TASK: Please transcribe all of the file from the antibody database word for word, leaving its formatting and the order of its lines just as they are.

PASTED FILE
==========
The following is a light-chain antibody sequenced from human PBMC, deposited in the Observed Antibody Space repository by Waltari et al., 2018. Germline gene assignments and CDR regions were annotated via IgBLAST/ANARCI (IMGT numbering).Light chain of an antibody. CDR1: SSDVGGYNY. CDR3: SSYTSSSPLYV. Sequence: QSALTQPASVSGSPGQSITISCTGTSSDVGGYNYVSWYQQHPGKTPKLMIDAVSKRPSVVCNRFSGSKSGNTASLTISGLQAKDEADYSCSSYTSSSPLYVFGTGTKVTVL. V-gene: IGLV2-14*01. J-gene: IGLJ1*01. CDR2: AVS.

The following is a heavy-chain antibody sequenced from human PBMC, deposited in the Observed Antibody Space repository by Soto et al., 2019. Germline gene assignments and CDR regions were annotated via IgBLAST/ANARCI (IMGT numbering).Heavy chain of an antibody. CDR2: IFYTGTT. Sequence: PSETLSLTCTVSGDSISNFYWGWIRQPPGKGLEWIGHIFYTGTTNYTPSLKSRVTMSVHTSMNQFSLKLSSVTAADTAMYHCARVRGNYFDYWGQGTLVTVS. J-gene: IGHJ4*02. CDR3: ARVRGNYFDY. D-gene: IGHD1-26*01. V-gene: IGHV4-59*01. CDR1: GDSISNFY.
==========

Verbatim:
The following is a light-chain antibody sequenced from human PBMC, deposited in the Observed Antibody Space repository by Waltari et al., 2018. Germline gene assignments and CDR regions were annotated via IgBLAST/ANARCI (IMGT numbering).Light chain of an antibody. CDR1: SSDVGGYNY. CDR3: SSYTSSSPLYV. Sequence: QSALTQPASVSGSPGQSITISCTGTSSDVGGYNYVSWYQQHPGKTPKLMIDAVSKRPSVVCNRFSGSKSGNTASLTISGLQAKDEADYSCSSYTSSSPLYVFGTGTKVTVL. V-gene: IGLV2-14*01. J-gene: IGLJ1*01. CDR2: AVS.

The following is a heavy-chain antibody sequenced from human PBMC, deposited in the Observed Antibody Space repository by Soto et al., 2019. Germline gene assignments and CDR regions were annotated via IgBLAST/ANARCI (IMGT numbering).Heavy chain of an antibody. CDR2: IFYTGTT. Sequence: PSETLSLTCTVSGDSISNFYWGWIRQPPGKGLEWIGHIFYTGTTNYTPSLKSRVTMSVHTSMNQFSLKLSSVTAADTAMYHCARVRGNYFDYWGQGTLVTVS. J-gene: IGHJ4*02. CDR3: ARVRGNYFDY. D-gene: IGHD1-26*01. V-gene: IGHV4-59*01. CDR1: GDSISNFY.